I'm afraid it doesn't quite work as you described. Even with NFS the individual VMs are still contained within VMDK files. Their files are not directly visible on the NFS file system. What NFS does bring you though is;
-Automated Thin provisioning. That is, a VM will only consume the amount of space it actually requires. With FC or ISCSI the VMDK files are usually pre provisioned so the VM will consume it's maximum disk space right from the start.
-Visible deduplication savings, with NFS you can see, from Virtual Center, the space you have regained from NetApps deduplication. This means you can immediately use that space and deploy additional VMs
-Snapshots, with NFS you can restore individual VMs from snaps shots without copying the VM, just using the metadata of the file
For their disk files the VMs access the NetApp using the VMware layer only. If however you wanted some shared space, say a NFS volume for your Linux VMs or a CIFS share for your Windows VMs then yes you certainly could set up a separate VLAN if you wanted to separate the VM traffic from the VMware traffic.
I understand that the VM itself has to come from a VMDK, but I don't understand why I can't just mount parts of the filesystem at boot over NFS. For example, /usr or /home as we would do on a non-virtualizard server. Am I missing something?
I have read about thin provisioning, though it does seem a shame that thin provisioning isn't maintained when cloning through VMWare.
You can certainly do that. The VM would boot off of the NFS datastore mounted to the VMware hosts then the VM could connect to a shared NFS folder for user data. The user data would be a different NFS volume and would likely be on a separate VLAN. Very standard setup and easy to do with a NetApp. Dedupe is going to help you on both volumes as user data will likely have a high amount of redundancy as well.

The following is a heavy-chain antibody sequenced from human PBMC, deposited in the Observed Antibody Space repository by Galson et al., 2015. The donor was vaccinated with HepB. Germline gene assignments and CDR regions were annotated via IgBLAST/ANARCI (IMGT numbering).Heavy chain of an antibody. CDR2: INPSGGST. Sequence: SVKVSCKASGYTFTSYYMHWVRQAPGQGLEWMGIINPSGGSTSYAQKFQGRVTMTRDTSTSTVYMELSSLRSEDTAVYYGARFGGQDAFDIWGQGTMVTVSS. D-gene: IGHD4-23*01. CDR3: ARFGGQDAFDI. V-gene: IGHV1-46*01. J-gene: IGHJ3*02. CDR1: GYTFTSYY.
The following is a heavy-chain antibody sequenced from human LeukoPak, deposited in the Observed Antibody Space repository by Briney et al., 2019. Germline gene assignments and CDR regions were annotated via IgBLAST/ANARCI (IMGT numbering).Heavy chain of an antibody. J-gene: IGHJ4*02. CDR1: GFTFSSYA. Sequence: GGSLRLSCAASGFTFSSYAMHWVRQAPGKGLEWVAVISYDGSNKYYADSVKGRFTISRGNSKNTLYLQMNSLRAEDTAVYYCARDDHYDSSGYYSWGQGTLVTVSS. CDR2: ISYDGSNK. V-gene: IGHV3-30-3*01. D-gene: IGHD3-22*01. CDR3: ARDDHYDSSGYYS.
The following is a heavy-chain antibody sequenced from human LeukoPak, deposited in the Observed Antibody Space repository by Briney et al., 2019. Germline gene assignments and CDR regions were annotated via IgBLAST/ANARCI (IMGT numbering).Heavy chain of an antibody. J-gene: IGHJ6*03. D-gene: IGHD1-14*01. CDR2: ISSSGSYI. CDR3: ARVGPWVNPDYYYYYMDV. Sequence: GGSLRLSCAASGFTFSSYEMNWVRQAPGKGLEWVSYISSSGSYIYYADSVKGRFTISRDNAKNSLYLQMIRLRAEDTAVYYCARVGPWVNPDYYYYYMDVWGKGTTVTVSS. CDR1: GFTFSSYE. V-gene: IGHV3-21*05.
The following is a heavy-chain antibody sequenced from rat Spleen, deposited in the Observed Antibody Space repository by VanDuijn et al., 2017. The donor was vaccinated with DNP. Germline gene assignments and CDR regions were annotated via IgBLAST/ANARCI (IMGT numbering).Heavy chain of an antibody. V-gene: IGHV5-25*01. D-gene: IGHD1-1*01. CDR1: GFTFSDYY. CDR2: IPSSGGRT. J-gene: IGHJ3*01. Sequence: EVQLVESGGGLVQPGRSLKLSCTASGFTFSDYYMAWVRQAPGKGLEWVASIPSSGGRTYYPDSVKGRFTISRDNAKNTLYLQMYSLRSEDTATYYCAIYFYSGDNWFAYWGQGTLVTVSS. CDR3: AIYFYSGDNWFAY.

I've thought of a follow up question. Is it possible to implement security using ONTAP with NFS on a per-network-port basis?
e.g. could we say that connections on network port 1 can only see volume a, b and c and connections on network port 2 can only see volumes d, e and f? If the answer is yes, how robust is this security?
All the connections I'm referring to would be NFS.
The 2nd, is leveraing the "MultiStore" capabilities, which create completely separate virtual NetApp controllers within a single physical controller (like VMs within a physical server). The security with "MultiStore" is extremely high, and is used, for example, by our large service provider customers to create storage as a service for completely different/separate customers.
Networking is not my strong area so hopefully some one else will pitch in. This certainly can be done and in fact done is a couple of different ways. You can restrict a NFS share by subnet and even down to per host access. You also can leverage a capability of the NetApp device called Multistore. With Multistore, imagine VMware was running on the storage device and on ESX you had VMs. Each VM was a NetApp device. Now it isn't of course VMware but the concept is the same. You can create virtual NetApp controllers, assign them storage and network ports and manage them as completely different storage arrays. Handy for what you are asking or if you wanted the NetApp device to belong to multiple Windows Domains.
As for how secure is it? I am not sure how to answer that technically but we have customers in all levels of government using this technology. Again hopefully someone network security savy will step in.
You can get more info in TR-3462 in the NetApp library.